Now that summer is coming to a close, the sweet taste of vacation still on the mind, you can ease back into your favorite chair and travel again with a great new book. Tyler Goodson of Avid Bookshop in Athens, Ga., has a few top picks for the season to share. A staple at the bookshop for five years, Tyler hand-picks the latest and greatest literary works for adults, but his recommendations across the board will take you away.
This book is outrageous, hilarious, and a jolt to the system—the opposite of what our main character is after. I don't know how a book about someone wanting to sleep for a year is so compelling, but it feels somehow necessary and like I've needed it all along.
Clock Dance is a novel about time; how it moves and how it can get away from us. It’s sweet, warm, and funny, without ever sacrificing sharp writing and well-observed characters. It’s readable comfort food that reminds us it is not only possible to make a new way in life, but it’s never too late.
This novel is the kind of book you make time for, the kind you cancel plans and turn your phone off for. It's utterly believable, heartbreaking, and beautiful. In Makkai's hands, this generation devastated by AIDS are not victims, but fighters, resisters, and believers. I am thankful for this book.
A harrowing and compelling story of a mother serving two life sentences in prison, this novel is dark, but somehow full of what makes life matter. I love Kushner's writing, and her newest book does not disappoint.
Tana French comparisons are constant (and usually wrong) but The Ruin measures up. With great plotting, characters, and writing, McTiernan has created a vital new series.
Sometimes you want to read a book about characters who have it together even less than you. I loved this book. The characters are flawed but trying to figure it out.
Ill Will is frightening and very unsettling. It's a rare horror novel that is both well-written with great characters. Don't read it alone at night.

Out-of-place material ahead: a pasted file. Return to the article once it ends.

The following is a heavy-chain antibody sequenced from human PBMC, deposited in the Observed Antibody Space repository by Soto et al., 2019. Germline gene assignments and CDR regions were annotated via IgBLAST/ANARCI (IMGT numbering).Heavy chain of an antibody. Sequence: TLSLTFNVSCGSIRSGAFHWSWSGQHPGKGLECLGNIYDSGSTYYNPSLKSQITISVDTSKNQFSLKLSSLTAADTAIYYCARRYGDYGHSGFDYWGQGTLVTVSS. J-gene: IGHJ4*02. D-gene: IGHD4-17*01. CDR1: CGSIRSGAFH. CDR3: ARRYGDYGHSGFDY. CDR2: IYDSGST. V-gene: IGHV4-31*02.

Spanning a college wrestler's senior season, Stephen Florida is unlike anything else. Eerie and unsettling, it can be hard to live in Stephen's head, but it is impossible to stop reading, or forget what you find there. As a character, Stephen is unpredictable, sympathetic, focused, frenzied, cold, and tender. He is hard to love and yet I love him. We are lucky to have a new novel like this: something you haven't seen before, that makes you remember what good fiction is capable of.
Katherine Heiny has a voice unlike anyone else. Her writing and characters are smart and fresh—full of precise, hilarious commentary on marriage, parenting, friendship, and dinner parties, etc.
There is a reason this novel won Jesmyn Ward her second National Book Award. This story follows Jojo and his mother Leonie as they travel to Northern Mississippi to pick up Jojo's father from prison. It is haunted and powerful.
YOUNG ADULT FICTION
This YA novel is The Secret History meets Agatha Christie. Stevie attends a private boarding school, and wants to solve the school's decades-old murder, but has to turn her keen eye to the present when one of her classmates winds up dead. This feels like a classic. Fun and suspenseful.
On the first day of summer, Avery brings home a stack of poetry. Later that summer, as he tries to navigate crushing loss and disappointment, he turns to that poetry again and again; the reading and writing of it. This book is Avery's bold and thrilling record of his heartbreak, love, grief, and family. It's about creating art through pain, and dealing with pain through art. It blew me away.
NON-FICTION & TRUE CRIME
I'll Be Gone in the Dark is a story of obsession and violence, a woman and a killer. As much a book of true crime as it is a book about a time and a place. And a person: Michelle McNamara. She is a streak of good in the darkness, and how fortunate we are to have this record of her perceptiveness, honesty, and humanity. Go ahead and plan to stay up all night. It's that good (and that scary).
Words by Tyler Goodson
Photographs by Erin Wilson